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Shaw v. Interthinx, Inc.

United States District Court, D. Colorado

January 17, 2014

CELESTE SHAW, and JUDITH VERHEECKE, on behalf of herself and all others similarly situated, Plaintiffs,
v.
INTERTHINX, INC., a California corporation, VERISK ANALYTICS, INC., a Delaware corporation, and JEFFREY MOYER, an individual, Defendants.

ORDER

BOYD N. BOLAND, Magistrate Judge.

This matter arises on Plaintiff Celeste Shaw's Motion for Reasonable Expenses [Doc. # 139, filed 11/22/2013] (the "Motion for Expenses"), which is DENIED.

On November 1, 2013, the defendants filed a Motion for Protective Order, to Compel Return of Documents, and for Sanctions [Doc. #128] (the "Motion for Sanctions"). Generally, the Motion for Sanctions argued that the plaintiffs took Interthinx's confidential documents and improperly disclosed them to plaintiffs' lawyers for use in this action. Interthinx characterized the conduct as "self-help" discovery and sought the imposition of severe sanctions.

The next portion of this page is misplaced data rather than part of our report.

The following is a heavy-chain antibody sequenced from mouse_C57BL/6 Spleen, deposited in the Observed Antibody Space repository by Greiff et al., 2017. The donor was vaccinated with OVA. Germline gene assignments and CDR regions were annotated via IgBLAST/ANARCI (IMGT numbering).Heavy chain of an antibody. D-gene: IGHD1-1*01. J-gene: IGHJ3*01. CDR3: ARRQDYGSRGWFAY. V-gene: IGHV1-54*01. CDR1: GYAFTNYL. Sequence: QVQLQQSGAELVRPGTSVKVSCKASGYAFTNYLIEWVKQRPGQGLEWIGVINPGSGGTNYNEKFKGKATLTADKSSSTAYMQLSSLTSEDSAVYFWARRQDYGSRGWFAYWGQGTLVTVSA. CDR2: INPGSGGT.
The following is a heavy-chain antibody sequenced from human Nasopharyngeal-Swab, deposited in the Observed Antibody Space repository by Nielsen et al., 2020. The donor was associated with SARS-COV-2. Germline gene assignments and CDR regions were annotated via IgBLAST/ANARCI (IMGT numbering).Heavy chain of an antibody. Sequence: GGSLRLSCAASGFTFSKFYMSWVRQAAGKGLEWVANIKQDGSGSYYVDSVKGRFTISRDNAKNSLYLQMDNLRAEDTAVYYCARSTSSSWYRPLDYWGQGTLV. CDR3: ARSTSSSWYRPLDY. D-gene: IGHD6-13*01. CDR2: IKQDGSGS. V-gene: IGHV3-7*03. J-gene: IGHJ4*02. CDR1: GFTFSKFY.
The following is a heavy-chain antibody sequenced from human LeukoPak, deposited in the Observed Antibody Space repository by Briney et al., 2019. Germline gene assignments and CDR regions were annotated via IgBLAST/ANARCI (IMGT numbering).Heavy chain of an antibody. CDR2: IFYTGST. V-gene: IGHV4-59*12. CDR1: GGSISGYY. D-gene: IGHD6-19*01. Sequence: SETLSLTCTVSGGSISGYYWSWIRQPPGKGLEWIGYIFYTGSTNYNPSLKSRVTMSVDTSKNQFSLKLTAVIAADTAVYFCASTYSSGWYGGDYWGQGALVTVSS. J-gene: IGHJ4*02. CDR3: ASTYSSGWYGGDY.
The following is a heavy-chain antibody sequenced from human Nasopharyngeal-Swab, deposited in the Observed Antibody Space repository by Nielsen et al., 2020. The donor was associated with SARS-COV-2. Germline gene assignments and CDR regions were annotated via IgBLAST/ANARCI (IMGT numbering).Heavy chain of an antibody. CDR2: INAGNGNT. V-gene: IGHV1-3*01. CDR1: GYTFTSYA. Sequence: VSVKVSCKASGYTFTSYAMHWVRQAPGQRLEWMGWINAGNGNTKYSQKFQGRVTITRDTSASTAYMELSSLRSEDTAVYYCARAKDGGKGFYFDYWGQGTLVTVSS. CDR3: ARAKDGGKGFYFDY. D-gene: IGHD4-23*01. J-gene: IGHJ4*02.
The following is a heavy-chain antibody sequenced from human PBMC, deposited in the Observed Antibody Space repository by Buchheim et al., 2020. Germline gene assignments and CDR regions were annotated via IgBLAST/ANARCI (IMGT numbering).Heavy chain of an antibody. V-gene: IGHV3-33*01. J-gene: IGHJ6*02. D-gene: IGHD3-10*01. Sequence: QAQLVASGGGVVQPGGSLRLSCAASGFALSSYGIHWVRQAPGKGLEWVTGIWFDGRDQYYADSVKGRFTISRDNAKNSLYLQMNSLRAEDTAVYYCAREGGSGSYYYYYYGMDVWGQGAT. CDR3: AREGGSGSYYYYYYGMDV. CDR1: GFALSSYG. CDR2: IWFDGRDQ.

I held a hearing on the Motion for Sanctions and found that the documents which Interthinx had identified as being improperly disclosed to the plaintiffs' counsel were neither confidential nor entitled to protection under any contract or the law. Consequently, I denied the Motion for Sanctions. I did not find that the Motion for Sanctions was meritless, however. To the contrary, although I did not grant the Motion for Sanctions, I find that it was substantially justified.

An award of sanctions to the prevailing party under Rule 37 is required unless the court finds that the conduct of the party against which the award is sought was "substantially justified or other circumstances make an award of expenses unjust." Fed.R.Civ.P. 37(a)(5)(B). Because the positions taken by Interthinx in connection with the Motion for Sanctions, although ultimately unsuccessful, were substantially justified, the award of expenses in defending against that motion is not justified.

IT IS ORDERED that the Motion for Expenses [Doc. #139] is DENIED


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